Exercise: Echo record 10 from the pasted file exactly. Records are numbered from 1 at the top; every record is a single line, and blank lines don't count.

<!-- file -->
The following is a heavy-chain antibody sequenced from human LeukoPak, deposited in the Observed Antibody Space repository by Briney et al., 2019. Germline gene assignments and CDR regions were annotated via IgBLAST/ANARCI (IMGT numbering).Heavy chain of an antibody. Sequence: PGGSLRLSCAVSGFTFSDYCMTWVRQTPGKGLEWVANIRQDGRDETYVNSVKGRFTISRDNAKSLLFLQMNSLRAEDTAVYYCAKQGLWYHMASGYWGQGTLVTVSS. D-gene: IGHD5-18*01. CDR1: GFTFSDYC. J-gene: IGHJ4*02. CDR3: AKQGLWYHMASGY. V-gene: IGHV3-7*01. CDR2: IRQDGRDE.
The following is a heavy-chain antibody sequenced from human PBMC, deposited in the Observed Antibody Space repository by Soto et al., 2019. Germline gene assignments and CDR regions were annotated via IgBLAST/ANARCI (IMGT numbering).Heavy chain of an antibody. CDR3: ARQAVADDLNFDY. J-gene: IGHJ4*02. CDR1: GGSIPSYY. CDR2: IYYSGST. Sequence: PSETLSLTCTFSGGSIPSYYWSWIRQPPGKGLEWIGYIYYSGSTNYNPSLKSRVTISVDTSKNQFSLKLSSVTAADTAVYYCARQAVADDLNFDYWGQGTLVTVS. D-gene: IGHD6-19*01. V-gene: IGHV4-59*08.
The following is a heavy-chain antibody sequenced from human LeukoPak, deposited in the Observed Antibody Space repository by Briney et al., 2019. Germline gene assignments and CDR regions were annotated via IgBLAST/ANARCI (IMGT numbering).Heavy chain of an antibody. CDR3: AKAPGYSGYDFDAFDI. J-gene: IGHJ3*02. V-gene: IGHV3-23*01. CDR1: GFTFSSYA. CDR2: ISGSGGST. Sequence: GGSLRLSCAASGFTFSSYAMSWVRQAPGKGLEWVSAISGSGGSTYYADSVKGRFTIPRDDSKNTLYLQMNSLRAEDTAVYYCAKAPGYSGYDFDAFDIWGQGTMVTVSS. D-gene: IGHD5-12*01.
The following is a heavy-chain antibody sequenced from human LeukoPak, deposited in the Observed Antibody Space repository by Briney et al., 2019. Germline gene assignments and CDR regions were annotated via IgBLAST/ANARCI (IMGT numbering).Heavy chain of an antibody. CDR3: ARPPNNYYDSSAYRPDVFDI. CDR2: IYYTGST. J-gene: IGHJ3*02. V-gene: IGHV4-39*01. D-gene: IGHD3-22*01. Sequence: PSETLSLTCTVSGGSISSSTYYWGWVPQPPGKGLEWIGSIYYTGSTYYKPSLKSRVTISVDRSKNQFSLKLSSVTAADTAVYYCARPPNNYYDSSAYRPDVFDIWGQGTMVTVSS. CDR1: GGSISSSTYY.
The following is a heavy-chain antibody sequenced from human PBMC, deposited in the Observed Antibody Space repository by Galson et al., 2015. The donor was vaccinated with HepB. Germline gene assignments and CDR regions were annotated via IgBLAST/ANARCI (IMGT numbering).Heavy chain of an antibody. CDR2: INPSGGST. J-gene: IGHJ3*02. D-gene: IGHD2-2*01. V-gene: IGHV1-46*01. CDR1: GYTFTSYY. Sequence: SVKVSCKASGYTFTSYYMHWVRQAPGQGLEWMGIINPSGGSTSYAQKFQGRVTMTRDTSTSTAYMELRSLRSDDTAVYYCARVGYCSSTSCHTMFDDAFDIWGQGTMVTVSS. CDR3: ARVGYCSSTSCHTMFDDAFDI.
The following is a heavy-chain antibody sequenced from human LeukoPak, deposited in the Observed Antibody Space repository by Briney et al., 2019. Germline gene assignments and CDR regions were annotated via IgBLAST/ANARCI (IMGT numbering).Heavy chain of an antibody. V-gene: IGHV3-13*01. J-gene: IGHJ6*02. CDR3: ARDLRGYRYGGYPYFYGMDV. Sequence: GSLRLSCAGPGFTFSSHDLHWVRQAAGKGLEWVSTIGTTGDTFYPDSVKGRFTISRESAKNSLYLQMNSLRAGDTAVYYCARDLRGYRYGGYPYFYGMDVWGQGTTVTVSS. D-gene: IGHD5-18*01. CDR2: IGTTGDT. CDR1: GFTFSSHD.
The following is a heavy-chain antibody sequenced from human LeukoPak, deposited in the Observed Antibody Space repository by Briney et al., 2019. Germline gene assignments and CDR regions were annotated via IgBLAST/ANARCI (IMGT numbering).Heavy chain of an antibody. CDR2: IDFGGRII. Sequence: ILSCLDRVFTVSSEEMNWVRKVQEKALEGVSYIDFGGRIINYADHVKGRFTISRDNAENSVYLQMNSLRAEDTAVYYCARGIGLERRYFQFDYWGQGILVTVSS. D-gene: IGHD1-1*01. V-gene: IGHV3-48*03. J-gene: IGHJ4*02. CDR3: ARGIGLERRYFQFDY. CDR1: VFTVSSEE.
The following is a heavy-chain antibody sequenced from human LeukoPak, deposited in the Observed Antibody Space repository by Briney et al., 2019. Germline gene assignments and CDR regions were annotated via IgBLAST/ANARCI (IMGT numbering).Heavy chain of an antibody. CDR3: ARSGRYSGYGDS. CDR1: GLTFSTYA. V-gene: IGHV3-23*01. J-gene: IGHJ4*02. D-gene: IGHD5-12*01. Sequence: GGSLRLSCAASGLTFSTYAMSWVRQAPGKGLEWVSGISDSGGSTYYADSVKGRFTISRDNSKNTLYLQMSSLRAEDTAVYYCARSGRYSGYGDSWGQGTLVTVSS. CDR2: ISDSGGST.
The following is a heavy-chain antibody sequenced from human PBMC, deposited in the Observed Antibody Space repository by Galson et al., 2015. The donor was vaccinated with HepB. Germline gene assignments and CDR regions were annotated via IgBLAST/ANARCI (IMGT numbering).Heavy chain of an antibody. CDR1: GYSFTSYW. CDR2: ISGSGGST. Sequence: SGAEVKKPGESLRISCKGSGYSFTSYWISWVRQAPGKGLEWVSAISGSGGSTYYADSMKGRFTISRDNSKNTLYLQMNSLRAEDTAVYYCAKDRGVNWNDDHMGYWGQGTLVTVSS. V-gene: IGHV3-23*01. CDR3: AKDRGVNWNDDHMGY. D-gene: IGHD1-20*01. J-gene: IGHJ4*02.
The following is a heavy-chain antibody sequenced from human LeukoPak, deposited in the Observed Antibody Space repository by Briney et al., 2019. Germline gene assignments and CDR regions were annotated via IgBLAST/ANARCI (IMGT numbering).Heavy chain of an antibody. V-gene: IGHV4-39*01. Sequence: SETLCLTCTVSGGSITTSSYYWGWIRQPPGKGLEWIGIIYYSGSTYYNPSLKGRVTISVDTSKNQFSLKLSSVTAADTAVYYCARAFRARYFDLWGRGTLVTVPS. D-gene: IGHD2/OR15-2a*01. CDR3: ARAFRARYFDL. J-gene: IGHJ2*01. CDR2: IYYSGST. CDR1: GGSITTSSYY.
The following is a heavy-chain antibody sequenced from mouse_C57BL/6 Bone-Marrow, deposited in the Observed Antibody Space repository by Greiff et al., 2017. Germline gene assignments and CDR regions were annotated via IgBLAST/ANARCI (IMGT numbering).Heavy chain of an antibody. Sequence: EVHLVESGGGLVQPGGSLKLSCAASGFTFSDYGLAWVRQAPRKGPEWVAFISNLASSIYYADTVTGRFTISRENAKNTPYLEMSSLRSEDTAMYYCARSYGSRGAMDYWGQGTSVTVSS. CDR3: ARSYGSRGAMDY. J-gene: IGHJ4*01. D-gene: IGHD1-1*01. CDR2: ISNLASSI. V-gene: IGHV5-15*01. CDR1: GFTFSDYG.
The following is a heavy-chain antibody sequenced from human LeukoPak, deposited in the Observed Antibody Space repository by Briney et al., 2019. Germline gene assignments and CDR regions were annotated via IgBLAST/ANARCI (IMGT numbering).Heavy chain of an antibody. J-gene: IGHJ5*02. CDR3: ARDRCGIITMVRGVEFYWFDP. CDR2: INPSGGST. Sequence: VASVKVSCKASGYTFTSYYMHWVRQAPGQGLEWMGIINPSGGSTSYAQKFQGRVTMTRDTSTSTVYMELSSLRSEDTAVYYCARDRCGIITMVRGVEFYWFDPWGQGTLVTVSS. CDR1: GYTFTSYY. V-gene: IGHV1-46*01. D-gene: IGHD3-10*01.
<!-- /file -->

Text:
The following is a heavy-chain antibody sequenced from human LeukoPak, deposited in the Observed Antibody Space repository by Briney et al., 2019. Germline gene assignments and CDR regions were annotated via IgBLAST/ANARCI (IMGT numbering).Heavy chain of an antibody. V-gene: IGHV4-39*01. Sequence: SETLCLTCTVSGGSITTSSYYWGWIRQPPGKGLEWIGIIYYSGSTYYNPSLKGRVTISVDTSKNQFSLKLSSVTAADTAVYYCARAFRARYFDLWGRGTLVTVPS. D-gene: IGHD2/OR15-2a*01. CDR3: ARAFRARYFDL. J-gene: IGHJ2*01. CDR2: IYYSGST. CDR1: GGSITTSSYY.